Moments later, six 105 mm artillery rounds landed in the church’s upper story, abruptly and decisively ending the shooter’s reign. Unfortunately, The New Guy missed our small victory. Seconds before his demise, the sniper fired his last round. It was on target, and it was fatal. The New Guy was dead.

Although aware that he had protected me, providing time to complete the task at hand, reflection was not an option as that March 7, 1968, engagement at Phu Tai still had plenty of promised mayhem to be played out. A brutal assault, with Marines engaging in close-quarters fighting, routed the NVA forces. Afterward, in the late afternoon’s fading light, we searched for our wounded and killed. I don’t recall there being any prisoners.

As darkness enveloped the field, “Puff,” the Gatling-armed C-130 flying transport, came on station, providing covering fire as needed and dropping huge illumination flares, lighting-up the dry rice paddy for the night’s remaining work.

With our men accounted for, the Marines withdrew from the village and linked up to form a perimeter where, from freshly dug fighting holes, weary eyes and lethal intent were focused into the evening’s menacing shadows. Inbound helicopter flights soon began landing with the necessities: munitions, food, water and, oh yes, more New Guys. Following triage protocol, our corpsmen backloaded the outgoing flights with our 94 wounded. It wasn’t until the next morning, March 8, 1968, that The New Guy and his 12 companions, each now cocooned in a body bag, were finally relieved of duty. Marines gently loaded them into Hueys for their trip back across the Cua Viet to the first stop on their rotation stateside: the morgue at Dong Ha.

Curiously, though few things have had such a profound and lasting imprint on my life, many years passed before I dared replay those long-ago violent days. When I did, prominent and persistent was the question: “Who was The New Guy?” With research, I found the answer.

Three days after the battle of Phu Tai, the Department of Defense issued its weekly count of Vietnam casualties. The following day, March 12, 1968, The New York Times published the names of those who claimed New York as home. Last on their list of 22 was a young Marine from Brooklyn: Esau Whitehead Jr.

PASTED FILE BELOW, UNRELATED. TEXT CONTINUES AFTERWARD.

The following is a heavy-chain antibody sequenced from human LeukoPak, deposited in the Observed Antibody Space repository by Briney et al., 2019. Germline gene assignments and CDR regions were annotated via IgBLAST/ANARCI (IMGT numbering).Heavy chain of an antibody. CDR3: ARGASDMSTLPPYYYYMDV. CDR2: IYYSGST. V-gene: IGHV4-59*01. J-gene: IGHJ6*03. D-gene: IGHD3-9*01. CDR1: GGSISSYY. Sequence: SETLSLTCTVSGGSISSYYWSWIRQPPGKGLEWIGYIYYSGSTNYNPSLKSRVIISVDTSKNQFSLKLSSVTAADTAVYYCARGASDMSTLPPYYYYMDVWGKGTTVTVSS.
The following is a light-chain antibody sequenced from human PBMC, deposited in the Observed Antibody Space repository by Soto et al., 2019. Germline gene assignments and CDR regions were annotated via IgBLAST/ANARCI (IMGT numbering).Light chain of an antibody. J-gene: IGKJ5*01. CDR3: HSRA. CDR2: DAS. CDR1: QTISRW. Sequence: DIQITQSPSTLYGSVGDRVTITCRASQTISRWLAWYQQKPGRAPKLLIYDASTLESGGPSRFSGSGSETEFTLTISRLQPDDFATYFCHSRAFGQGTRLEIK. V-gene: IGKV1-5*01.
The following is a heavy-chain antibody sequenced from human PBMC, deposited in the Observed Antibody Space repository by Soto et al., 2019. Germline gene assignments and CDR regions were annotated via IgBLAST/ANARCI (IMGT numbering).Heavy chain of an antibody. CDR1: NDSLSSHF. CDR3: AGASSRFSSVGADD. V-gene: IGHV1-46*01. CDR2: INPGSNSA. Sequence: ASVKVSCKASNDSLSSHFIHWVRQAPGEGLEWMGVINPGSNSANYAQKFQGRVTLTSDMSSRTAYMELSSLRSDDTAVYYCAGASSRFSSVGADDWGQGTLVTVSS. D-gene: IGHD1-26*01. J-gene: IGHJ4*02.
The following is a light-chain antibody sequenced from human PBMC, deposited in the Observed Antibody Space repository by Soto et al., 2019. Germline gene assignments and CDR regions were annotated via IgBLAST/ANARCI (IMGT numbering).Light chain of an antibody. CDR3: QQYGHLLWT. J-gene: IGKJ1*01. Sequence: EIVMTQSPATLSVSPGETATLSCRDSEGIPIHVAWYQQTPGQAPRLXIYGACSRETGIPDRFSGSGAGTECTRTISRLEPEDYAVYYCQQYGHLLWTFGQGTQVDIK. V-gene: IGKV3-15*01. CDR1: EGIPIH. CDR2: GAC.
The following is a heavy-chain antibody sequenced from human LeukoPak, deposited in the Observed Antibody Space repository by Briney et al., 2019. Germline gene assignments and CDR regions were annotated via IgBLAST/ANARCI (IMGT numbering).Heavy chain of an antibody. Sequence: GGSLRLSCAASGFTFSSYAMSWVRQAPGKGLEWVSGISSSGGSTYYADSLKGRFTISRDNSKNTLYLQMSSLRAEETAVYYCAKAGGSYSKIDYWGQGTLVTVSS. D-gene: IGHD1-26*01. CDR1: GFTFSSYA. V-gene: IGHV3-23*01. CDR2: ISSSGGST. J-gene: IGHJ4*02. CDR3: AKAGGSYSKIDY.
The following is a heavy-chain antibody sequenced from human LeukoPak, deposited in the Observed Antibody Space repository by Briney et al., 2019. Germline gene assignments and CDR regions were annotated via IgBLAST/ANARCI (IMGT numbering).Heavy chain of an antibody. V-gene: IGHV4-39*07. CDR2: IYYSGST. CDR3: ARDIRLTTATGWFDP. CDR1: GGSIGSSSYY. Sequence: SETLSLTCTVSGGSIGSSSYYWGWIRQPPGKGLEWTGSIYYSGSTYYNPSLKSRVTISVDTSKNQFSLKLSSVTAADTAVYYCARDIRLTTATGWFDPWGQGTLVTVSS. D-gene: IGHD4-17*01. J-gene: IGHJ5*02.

The Vietnam Veterans Memorial website describes Esau at the time of his death as a 20-year-old African-American corporal from New York City. On “The Wall,” his name is found on Panel 43E, Line 49. The record states vaguely that he died from “ground, small arms fire, Quang Tri province.” Because of the chaos of battle, it is most likely I am the only person who knows the exact details. Wanting to share those particulars, a letter was written describing Esau’s last moments; however, when unable to locate survivors, I rewrote it as the story of The New Guy, hoping someday it would land where it belongs. Of course, after all this time, there may be no family left or, it’s also possible that no one cares.

But I do. I care. So, Esau, I’m writing your final story, hoping it will find its way to those who remember that 20-year-old kid from Brooklyn and wonder how it was for you at the end.

Cpl Esau Whitehead Jr., you died living up to the Marine Corps motto—Semper Fidelis—while protecting a fellow Marine you knew for less than five minutes.

Thank you again, Esau. Your family should know.

After a three-year tour with the Marine Corps, Michael Walsh entered the civilian work force, ultimately spending near 30 years in California’s solar energy industry. Currently he lives with his wife, Patricia, in Chicago’s Beverly neighborhood.